Mightiest in the forest
One of my favorite parts of my own book, if you’ll forgive this self-involved and almost solipsistic observation, is a chapter introduced by various musings on the Ceiba tree, that towering, massive denizen of American tropical forests. In Cuba the Ceiba has been incorporated into both home-grown biblical fable and local folklore, including a Camagüey version of the great flood. It is the only species in which the rare and endemic Giant Kingbird will deign to make its nest, and it is of immense metaphorical and curative value to santeros, those practitioners of African forms of healing and magic imported to the Caribbean by the slaves. The tree is even recognized as its own santería orísha, the deity Iroko. But, as I point out (citing the anthropologist Lydia Cabrera in Walking to Guantánamo), the elder generation of Africans transplanted to Cuba recognized that the Ceiba “is not the legitimate Iroko.” They called the mighty Ceiba Iroko because it reminded them of home, of Africa’s most majestic tree, which grows across the length and breadth of sub-Saharan Africa.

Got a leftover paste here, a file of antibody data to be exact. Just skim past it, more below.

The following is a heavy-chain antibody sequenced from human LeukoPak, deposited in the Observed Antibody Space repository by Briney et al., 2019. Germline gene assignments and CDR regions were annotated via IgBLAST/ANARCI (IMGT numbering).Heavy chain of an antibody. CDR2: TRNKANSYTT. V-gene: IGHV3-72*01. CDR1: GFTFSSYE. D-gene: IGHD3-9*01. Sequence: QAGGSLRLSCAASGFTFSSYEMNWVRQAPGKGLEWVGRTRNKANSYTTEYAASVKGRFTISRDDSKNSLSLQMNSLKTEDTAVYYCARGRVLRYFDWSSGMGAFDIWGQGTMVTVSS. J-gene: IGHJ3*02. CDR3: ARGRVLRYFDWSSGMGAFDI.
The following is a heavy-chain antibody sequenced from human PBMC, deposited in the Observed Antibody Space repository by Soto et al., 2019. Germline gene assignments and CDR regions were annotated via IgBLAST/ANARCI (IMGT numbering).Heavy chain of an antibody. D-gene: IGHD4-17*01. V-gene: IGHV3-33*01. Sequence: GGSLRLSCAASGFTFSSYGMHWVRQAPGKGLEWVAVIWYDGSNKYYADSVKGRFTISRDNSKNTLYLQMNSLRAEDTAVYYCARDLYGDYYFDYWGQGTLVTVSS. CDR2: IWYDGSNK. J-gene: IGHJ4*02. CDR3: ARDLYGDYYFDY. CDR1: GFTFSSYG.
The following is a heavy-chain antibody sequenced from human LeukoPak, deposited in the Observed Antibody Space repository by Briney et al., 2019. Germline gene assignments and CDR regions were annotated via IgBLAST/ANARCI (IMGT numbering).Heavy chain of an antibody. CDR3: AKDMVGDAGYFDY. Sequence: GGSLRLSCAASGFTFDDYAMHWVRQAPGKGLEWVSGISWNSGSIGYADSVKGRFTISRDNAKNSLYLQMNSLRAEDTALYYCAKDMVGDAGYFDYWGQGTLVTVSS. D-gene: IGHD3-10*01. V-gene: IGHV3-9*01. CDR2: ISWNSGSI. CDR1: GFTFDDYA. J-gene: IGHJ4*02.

The true Iroko is of course the Baobab. Under the right conditions it can grow to dizzying heights, but the tree is perhaps most impressive for its ability to convert sunlight into raw bulk and girth. The leaves and branches are disproportionately small and spindly in comparison to its trunk, a mammoth woody reservoir from which the tree draws in the extensive months of African drought. On Manda Island, just across the channel from Lamu, where I have been enjoying a few days of pure rest and relaxation courtesy of my old friend Fazal, the Baobabs are not overly tall, but some of them have the diameter of a Midwestern grain silo or the watertowers whose function they essentially share. In the same way that a whale or an elephant can only be seen as an awesome and impressive creature, the Baobab has a dignity, gravity and majesty that befits it as the leader among trees.